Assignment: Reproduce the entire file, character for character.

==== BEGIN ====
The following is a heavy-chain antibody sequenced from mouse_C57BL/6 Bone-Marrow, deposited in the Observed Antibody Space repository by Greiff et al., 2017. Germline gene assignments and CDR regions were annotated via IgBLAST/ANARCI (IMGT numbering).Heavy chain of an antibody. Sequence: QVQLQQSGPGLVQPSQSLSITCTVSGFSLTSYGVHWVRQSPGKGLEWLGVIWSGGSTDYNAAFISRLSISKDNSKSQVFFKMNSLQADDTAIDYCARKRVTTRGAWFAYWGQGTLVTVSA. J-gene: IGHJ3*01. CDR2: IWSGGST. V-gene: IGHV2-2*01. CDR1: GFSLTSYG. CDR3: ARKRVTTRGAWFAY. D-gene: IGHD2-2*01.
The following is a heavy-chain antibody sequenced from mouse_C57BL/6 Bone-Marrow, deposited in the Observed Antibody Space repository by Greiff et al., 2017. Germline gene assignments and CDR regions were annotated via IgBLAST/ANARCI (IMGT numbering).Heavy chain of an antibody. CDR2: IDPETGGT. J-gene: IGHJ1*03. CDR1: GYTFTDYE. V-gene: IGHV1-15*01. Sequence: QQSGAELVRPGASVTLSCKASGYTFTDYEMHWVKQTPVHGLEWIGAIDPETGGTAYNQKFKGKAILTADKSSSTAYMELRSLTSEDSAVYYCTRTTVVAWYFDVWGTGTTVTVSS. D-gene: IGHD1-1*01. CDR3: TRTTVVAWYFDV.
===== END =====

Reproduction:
The following is a heavy-chain antibody sequenced from mouse_C57BL/6 Bone-Marrow, deposited in the Observed Antibody Space repository by Greiff et al., 2017. Germline gene assignments and CDR regions were annotated via IgBLAST/ANARCI (IMGT numbering).Heavy chain of an antibody. Sequence: QVQLQQSGPGLVQPSQSLSITCTVSGFSLTSYGVHWVRQSPGKGLEWLGVIWSGGSTDYNAAFISRLSISKDNSKSQVFFKMNSLQADDTAIDYCARKRVTTRGAWFAYWGQGTLVTVSA. J-gene: IGHJ3*01. CDR2: IWSGGST. V-gene: IGHV2-2*01. CDR1: GFSLTSYG. CDR3: ARKRVTTRGAWFAY. D-gene: IGHD2-2*01.
The following is a heavy-chain antibody sequenced from mouse_C57BL/6 Bone-Marrow, deposited in the Observed Antibody Space repository by Greiff et al., 2017. Germline gene assignments and CDR regions were annotated via IgBLAST/ANARCI (IMGT numbering).Heavy chain of an antibody. CDR2: IDPETGGT. J-gene: IGHJ1*03. CDR1: GYTFTDYE. V-gene: IGHV1-15*01. Sequence: QQSGAELVRPGASVTLSCKASGYTFTDYEMHWVKQTPVHGLEWIGAIDPETGGTAYNQKFKGKAILTADKSSSTAYMELRSLTSEDSAVYYCTRTTVVAWYFDVWGTGTTVTVSS. D-gene: IGHD1-1*01. CDR3: TRTTVVAWYFDV.